Court stalls Federal Government’s de-categorisation of ports terminals
The Federal Government’s plan to liberalise ports terminal operations may have hit a brick wall, as a recent court judgment ordered status quo ante on the matter.
Justice A.R. Mohammed of the Federal High Court, Abuja, issued an interim order directing the Nigerian Ports Authority (NPA), and four others to maintain the status quo in a suit filed by INTELS Nigeria Limited on the de-categorisation of terminals at the nation’s seaports.
INTELS, which filed the suit number FHC/ABJ/CS/417/2017 at the Federal High Court Abuja, is among other reliefs, asking the court to issue an order stopping NPA and other defendants including their representatives, agents or privies from implementing a proposed policy review.
The review purports to cancel the designation of ports and terminals in Nigeria having led it into committing huge human, financial, and material resources into developing five port terminals located in Calabar Terminal A, Warri Old Terminal A, Warri New Port Terminal B, Onne Port Federal Ocean Terminal A, and Onne Port Federal Lighter Terminal B.
The defendants in the suit are the Federal Government of Nigeria, Attorney General of the Federation, Nigerian Ports Authority, Bureau of Public Enterprises, and the Federal Ministry of Transport.
INTELS also asked the court to make a declaration that the five Lease Agreements it entered into and executed between the Plaintiff and the 3rd, 4th and 5th Defendants (who executed same for and on behalf of the 1st and 2nd Defendants) in respect of Warri New Terminal, Warri Old Terminal, Federal Lighter Terminal B, Calabar Terminal A, and Federal Ocean Terminal A, all dated 24th October 2005 for 25 years renewable leasehold are still subsisting.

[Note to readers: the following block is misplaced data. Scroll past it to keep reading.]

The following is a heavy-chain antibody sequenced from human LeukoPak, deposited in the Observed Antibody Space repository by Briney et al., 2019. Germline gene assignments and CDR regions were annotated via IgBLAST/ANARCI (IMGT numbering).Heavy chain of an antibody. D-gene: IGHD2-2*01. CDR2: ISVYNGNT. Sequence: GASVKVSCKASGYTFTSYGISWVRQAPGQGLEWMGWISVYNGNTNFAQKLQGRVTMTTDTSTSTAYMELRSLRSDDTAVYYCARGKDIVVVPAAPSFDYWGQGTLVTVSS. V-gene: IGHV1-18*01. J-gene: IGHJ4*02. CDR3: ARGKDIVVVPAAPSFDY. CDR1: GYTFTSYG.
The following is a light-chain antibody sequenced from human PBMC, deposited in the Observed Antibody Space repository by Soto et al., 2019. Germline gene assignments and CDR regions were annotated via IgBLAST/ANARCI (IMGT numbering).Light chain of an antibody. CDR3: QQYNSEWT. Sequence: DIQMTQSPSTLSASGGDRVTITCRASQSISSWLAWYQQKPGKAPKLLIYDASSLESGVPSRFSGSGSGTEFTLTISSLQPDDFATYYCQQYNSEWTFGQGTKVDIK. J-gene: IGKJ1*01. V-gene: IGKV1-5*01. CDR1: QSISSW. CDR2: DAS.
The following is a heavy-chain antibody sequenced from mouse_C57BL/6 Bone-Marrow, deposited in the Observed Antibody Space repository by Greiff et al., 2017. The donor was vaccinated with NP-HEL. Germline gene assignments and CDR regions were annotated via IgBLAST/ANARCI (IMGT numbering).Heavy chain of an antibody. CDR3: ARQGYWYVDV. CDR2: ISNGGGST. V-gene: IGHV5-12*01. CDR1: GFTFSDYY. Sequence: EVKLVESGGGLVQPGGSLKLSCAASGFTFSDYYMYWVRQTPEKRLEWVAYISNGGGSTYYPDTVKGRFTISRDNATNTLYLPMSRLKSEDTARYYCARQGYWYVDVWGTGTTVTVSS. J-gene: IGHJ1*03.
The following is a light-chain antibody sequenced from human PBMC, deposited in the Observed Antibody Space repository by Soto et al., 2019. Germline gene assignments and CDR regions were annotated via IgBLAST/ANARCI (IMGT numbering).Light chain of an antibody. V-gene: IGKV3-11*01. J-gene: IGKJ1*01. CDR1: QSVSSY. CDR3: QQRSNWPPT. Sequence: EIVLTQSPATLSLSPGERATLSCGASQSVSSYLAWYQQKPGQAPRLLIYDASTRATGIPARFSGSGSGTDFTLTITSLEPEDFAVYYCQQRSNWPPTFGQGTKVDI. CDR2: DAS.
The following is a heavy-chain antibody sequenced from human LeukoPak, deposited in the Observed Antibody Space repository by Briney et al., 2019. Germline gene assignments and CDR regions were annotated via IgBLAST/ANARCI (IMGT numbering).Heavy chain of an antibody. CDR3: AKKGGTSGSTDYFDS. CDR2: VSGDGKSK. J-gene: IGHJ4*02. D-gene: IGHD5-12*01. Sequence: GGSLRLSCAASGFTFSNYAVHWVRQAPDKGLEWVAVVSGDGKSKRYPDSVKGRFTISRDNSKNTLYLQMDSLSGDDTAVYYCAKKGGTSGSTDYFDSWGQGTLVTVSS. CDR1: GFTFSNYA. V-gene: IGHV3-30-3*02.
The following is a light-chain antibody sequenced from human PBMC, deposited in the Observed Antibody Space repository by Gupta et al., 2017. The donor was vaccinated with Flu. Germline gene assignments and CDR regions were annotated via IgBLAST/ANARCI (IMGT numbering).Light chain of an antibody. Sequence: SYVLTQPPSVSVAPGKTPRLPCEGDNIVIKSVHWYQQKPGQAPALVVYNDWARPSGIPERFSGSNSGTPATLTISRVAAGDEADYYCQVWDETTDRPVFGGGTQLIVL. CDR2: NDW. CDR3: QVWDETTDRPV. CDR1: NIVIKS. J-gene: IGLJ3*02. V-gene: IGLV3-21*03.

Other reliefs sought by the company include a declaration that the Defendants are duty-bound to honour, perform and fulfill their contractual obligations as stated in the five Lease Agreements all dated 24th October 2005 between the Plaintiff and the 3rd, 4th and 5th Defendants acting for and on behalf of the 1st and 2nd Defendants.
It also sought a declaration that the Plaintiff has not in any way whatsoever and howsoever, breached, violated and or failed to perform any of its duties and obligations as stated in the five Lease Agreements entered into and executed between the Plaintiff, and the 3rd, 4th and 5th Defendants acting for and on behalf of the 1st and 2ndDefendants.
It further sought an order of estoppel stopping the Defendants, their representatives, agents or privies from implementing the proposed policy review, which purports to cancel the designation of ports and terminals in Nigeria having led the Plaintiff into 3’’ party project financing agreements located at oil and gas designated terminals.
The Plaintiff also requested the court to issue an order of perpetual injunction restraining all the Defendants, their agents, representatives or privies howsoever described from doing, directing, carrying out, executing or implementing any policy, directives, act or act, which are capable of diverting traffic, customers, sales, patronage or otherwise that would affect the spirit and intendment of the five Lease Agreements, revenue generation, profits, returns on investment and any other projection or projections of the Plaintiff made pursuant to the five Lease Agreements all dated the 24th day of October, 2005.
Justice Mohammed directed that all parties in the suit maintain status quo regarding the subject matter of the action pending the decision of the Court on whether it has jurisdiction to entertain the suit or not.
He adjourned the matter to 13th June 2017 for hearing of the 1st, 2nd and 3rd Defendants’ preliminary objections together with the Plaintiff’s Motion on Notice for Order of Interlocutory Injunction.
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